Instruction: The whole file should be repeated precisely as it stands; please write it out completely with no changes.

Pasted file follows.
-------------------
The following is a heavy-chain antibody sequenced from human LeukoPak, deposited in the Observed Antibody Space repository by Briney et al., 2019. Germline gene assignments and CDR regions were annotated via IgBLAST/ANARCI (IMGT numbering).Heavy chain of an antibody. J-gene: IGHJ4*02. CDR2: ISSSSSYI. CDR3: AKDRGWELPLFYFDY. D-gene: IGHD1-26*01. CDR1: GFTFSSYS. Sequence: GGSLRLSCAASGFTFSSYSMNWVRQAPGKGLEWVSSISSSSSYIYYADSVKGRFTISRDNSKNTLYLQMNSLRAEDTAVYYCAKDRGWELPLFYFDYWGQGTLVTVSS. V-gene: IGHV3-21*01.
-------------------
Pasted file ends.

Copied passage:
The following is a heavy-chain antibody sequenced from human LeukoPak, deposited in the Observed Antibody Space repository by Briney et al., 2019. Germline gene assignments and CDR regions were annotated via IgBLAST/ANARCI (IMGT numbering).Heavy chain of an antibody. J-gene: IGHJ4*02. CDR2: ISSSSSYI. CDR3: AKDRGWELPLFYFDY. D-gene: IGHD1-26*01. CDR1: GFTFSSYS. Sequence: GGSLRLSCAASGFTFSSYSMNWVRQAPGKGLEWVSSISSSSSYIYYADSVKGRFTISRDNSKNTLYLQMNSLRAEDTAVYYCAKDRGWELPLFYFDYWGQGTLVTVSS. V-gene: IGHV3-21*01.